The first part of this series discussed how Biomagnetic Therapy can be used to address seasonal allergies, go back if you missed it. This part is all about dietary factors and herbal medicine for keeping the sniffles and itchies at bay. These approaches are time tested, super easy to find and use, and are affordable. As with any holistic approach they may not work for everyone. If the first option doesn't work try the next, I'm confident you'll find the options that work best for you. As a reminder I am not a physician these suggestions are not meant to take the place of medical care.
This is one of the easiest ways to reduce allergies. These changes work by promoting a more balanced, healthful system with less inflammation. A healthy system is better able to deal with the yearly onslaught of pollen.
Herbs, spices, foods, and teas with known
anti-inflammatory and antioxidant properties can be helpful in reducing the effects of seasonal allergies. A 2016 study in the Journal of Nutritional Biochemistry found that mice given ginger orally, saw a reduction in sneezing and congestion as well as lowered mast cell response. Research from 2002 showed green tea has a similar impact. Enjoy a cup of ginger-turmeric green tea, adding extra herbs and spices to your meals, consuming fresh vegetables and fruit, all tasty ways to make your allergies more manageable. For more information on anti-inflammatory food and antioxidants check out this post by Mackenzie Brooke Wellness.
This spring I have been especially allergy free despite everyone around me complaining what a bad season it has been. This spring I have also been especially vigilant about not eating food I'm sensitive too. Last week I chose to indulge, I had a few slices of fresh mozzarella with tomato, basil, olive oil, and balsamic vinegar on bread. it was delicious but I paid for it. The next day I was sneezing and wheezing like crazy. Lesson learned. If you know you're sensitive to certain foods, avoiding them during allergy season will help mitigate your allergic responses. If you are interested in testing for food sensitivities this is the company I've used and recommend Alletess Medical Laboratory.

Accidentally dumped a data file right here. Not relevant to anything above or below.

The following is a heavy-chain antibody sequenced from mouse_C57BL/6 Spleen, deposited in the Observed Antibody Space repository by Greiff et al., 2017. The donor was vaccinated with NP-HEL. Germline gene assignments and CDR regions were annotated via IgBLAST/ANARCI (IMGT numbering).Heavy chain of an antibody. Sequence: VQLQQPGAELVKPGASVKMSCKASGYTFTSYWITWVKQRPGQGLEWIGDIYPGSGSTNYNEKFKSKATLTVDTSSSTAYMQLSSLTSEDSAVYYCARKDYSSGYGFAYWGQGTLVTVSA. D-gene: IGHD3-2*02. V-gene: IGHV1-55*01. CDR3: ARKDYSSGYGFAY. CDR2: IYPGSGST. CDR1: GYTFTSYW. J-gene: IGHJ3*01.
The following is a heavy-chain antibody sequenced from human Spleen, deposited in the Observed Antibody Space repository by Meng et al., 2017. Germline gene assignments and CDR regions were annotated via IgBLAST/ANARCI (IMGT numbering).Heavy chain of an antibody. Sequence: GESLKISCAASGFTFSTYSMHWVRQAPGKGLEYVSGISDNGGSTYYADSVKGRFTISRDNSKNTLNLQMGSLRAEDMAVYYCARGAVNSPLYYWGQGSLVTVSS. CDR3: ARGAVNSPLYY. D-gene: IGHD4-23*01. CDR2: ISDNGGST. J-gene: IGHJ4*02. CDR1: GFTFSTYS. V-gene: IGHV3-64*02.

Allergies are often the result of an out of balance immune system. It is reacting too strongly to stimuli that would normally be well tolerated. People have lived outside, in close communion with plants for most of our existence. It is well understood strong gut health is closely linked to a healthy balanced immune system.
Eating anti-inflammatory food and avoiding foods you’re sensitive two are great ways to keep your gut happy. Boosting both the quantity and quality of our gut biome are also important. I like to do this by eating a variety of whole plant foods full of prebiotic compounds (fiber our bodies can’t digest but the bacteria in our gut can.) I also like to consume a variety of fermented foods. This doesn’t have to be in large quantities. A few bites of raw, organic sauerkraut or a couple of ounces of kombucha or switchel provide a nice dose of probiotics without overwhelming the system.
The connection between man and plant is ancient and powerful. People have been using plants as medicine for as long as they have roamed the earth. If working with plants speaks to you, I recommend taking a deeper dive into learning those native to your area.
The plants I'm referencing are all common to North America and may even be growing in your backyard. They are also abundant during allergy season, luck for us.